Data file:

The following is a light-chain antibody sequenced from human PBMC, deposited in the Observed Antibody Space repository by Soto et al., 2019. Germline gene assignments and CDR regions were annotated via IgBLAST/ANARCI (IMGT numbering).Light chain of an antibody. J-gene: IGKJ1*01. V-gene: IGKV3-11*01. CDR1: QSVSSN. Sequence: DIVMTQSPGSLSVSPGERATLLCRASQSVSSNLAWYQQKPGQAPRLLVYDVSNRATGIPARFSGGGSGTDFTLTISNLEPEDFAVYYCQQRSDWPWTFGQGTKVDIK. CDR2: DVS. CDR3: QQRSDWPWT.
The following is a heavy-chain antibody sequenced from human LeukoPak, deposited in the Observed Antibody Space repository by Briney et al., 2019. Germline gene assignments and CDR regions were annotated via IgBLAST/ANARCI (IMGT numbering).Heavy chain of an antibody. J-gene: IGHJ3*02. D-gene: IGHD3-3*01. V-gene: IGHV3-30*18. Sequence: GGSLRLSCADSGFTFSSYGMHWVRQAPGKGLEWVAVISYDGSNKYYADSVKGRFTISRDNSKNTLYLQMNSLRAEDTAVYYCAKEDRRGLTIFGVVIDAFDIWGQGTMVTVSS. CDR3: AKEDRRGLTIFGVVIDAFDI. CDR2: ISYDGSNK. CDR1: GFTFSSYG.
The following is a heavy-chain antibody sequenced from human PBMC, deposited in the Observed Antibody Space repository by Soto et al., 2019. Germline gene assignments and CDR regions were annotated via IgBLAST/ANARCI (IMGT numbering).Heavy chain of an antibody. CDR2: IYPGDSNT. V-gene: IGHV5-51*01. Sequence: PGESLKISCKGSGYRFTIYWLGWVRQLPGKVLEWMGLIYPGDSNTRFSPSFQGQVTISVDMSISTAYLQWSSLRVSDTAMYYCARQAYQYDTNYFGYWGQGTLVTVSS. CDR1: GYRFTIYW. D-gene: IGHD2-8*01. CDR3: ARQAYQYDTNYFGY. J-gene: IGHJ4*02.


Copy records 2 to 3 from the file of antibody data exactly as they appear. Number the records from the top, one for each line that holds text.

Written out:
The following is a heavy-chain antibody sequenced from human LeukoPak, deposited in the Observed Antibody Space repository by Briney et al., 2019. Germline gene assignments and CDR regions were annotated via IgBLAST/ANARCI (IMGT numbering).Heavy chain of an antibody. J-gene: IGHJ3*02. D-gene: IGHD3-3*01. V-gene: IGHV3-30*18. Sequence: GGSLRLSCADSGFTFSSYGMHWVRQAPGKGLEWVAVISYDGSNKYYADSVKGRFTISRDNSKNTLYLQMNSLRAEDTAVYYCAKEDRRGLTIFGVVIDAFDIWGQGTMVTVSS. CDR3: AKEDRRGLTIFGVVIDAFDI. CDR2: ISYDGSNK. CDR1: GFTFSSYG.
The following is a heavy-chain antibody sequenced from human PBMC, deposited in the Observed Antibody Space repository by Soto et al., 2019. Germline gene assignments and CDR regions were annotated via IgBLAST/ANARCI (IMGT numbering).Heavy chain of an antibody. CDR2: IYPGDSNT. V-gene: IGHV5-51*01. Sequence: PGESLKISCKGSGYRFTIYWLGWVRQLPGKVLEWMGLIYPGDSNTRFSPSFQGQVTISVDMSISTAYLQWSSLRVSDTAMYYCARQAYQYDTNYFGYWGQGTLVTVSS. CDR1: GYRFTIYW. D-gene: IGHD2-8*01. CDR3: ARQAYQYDTNYFGY. J-gene: IGHJ4*02.